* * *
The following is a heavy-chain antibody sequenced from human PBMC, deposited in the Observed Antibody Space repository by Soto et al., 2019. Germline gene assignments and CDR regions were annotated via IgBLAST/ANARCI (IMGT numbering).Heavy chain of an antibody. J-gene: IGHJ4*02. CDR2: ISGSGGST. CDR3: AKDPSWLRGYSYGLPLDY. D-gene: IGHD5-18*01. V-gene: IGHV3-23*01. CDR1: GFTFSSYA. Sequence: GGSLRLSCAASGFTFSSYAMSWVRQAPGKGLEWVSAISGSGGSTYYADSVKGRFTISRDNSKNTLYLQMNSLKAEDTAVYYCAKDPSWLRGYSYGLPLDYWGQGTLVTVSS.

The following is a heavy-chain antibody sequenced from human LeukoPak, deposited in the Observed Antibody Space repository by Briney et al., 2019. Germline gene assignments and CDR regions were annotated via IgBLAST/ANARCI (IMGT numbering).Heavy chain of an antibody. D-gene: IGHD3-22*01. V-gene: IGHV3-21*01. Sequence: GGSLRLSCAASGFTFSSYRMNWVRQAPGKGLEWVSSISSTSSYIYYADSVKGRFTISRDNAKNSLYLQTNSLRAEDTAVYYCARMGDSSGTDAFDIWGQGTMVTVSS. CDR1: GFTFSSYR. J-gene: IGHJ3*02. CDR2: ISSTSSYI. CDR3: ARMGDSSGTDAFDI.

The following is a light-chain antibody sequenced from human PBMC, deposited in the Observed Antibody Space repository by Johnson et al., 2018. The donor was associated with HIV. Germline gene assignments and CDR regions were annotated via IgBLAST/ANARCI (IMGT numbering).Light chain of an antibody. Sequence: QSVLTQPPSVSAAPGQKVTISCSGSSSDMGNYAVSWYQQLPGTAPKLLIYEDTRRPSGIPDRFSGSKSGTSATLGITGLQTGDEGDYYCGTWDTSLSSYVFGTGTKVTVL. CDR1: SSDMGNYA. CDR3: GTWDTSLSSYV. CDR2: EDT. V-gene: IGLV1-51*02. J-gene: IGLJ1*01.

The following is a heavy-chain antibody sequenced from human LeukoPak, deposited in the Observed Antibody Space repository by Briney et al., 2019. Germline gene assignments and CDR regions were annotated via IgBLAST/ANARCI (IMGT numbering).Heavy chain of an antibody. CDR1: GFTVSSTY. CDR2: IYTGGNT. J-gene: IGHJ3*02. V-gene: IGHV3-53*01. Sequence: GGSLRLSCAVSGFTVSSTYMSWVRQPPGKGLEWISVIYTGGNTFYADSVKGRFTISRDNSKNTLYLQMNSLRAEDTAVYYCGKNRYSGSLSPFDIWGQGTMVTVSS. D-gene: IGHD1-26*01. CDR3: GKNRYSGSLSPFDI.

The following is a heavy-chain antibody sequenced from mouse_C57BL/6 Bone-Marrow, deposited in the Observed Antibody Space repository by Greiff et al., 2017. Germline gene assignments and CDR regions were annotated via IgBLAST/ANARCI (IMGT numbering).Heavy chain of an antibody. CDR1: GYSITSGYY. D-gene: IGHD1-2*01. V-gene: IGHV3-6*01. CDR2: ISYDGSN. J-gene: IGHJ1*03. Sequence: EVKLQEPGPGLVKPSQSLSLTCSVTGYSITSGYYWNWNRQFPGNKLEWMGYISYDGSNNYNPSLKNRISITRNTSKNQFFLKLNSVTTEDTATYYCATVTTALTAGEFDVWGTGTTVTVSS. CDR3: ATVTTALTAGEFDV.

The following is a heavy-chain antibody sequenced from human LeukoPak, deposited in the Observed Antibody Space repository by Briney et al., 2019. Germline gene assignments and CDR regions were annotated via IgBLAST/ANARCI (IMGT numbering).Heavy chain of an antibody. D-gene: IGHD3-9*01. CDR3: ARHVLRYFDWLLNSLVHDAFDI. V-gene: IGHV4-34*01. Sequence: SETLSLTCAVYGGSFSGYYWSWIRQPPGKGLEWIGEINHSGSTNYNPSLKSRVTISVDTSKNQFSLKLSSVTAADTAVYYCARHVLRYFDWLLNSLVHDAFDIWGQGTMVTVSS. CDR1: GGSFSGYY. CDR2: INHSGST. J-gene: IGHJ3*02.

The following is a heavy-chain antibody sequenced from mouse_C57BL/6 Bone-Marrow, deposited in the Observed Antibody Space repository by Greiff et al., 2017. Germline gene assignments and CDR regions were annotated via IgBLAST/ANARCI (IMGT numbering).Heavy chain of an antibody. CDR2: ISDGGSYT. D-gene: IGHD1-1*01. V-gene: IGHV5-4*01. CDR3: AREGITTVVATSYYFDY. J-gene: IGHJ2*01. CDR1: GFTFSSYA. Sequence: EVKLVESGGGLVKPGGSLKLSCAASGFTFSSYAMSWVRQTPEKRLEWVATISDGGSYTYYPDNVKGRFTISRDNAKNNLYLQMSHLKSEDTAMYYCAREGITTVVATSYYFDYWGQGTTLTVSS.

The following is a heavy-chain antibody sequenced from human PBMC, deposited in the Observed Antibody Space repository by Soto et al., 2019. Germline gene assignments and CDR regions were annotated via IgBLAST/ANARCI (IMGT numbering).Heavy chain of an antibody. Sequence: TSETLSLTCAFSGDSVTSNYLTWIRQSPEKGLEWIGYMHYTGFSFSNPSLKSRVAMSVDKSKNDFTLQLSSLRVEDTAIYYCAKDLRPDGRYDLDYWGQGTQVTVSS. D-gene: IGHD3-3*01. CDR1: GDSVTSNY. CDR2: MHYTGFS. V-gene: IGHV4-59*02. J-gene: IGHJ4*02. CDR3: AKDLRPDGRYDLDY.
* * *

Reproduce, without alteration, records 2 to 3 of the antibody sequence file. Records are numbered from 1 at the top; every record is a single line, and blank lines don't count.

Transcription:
The following is a heavy-chain antibody sequenced from human LeukoPak, deposited in the Observed Antibody Space repository by Briney et al., 2019. Germline gene assignments and CDR regions were annotated via IgBLAST/ANARCI (IMGT numbering).Heavy chain of an antibody. D-gene: IGHD3-22*01. V-gene: IGHV3-21*01. Sequence: GGSLRLSCAASGFTFSSYRMNWVRQAPGKGLEWVSSISSTSSYIYYADSVKGRFTISRDNAKNSLYLQTNSLRAEDTAVYYCARMGDSSGTDAFDIWGQGTMVTVSS. CDR1: GFTFSSYR. J-gene: IGHJ3*02. CDR2: ISSTSSYI. CDR3: ARMGDSSGTDAFDI.

The following is a light-chain antibody sequenced from human PBMC, deposited in the Observed Antibody Space repository by Johnson et al., 2018. The donor was associated with HIV. Germline gene assignments and CDR regions were annotated via IgBLAST/ANARCI (IMGT numbering).Light chain of an antibody. Sequence: QSVLTQPPSVSAAPGQKVTISCSGSSSDMGNYAVSWYQQLPGTAPKLLIYEDTRRPSGIPDRFSGSKSGTSATLGITGLQTGDEGDYYCGTWDTSLSSYVFGTGTKVTVL. CDR1: SSDMGNYA. CDR3: GTWDTSLSSYV. CDR2: EDT. V-gene: IGLV1-51*02. J-gene: IGLJ1*01.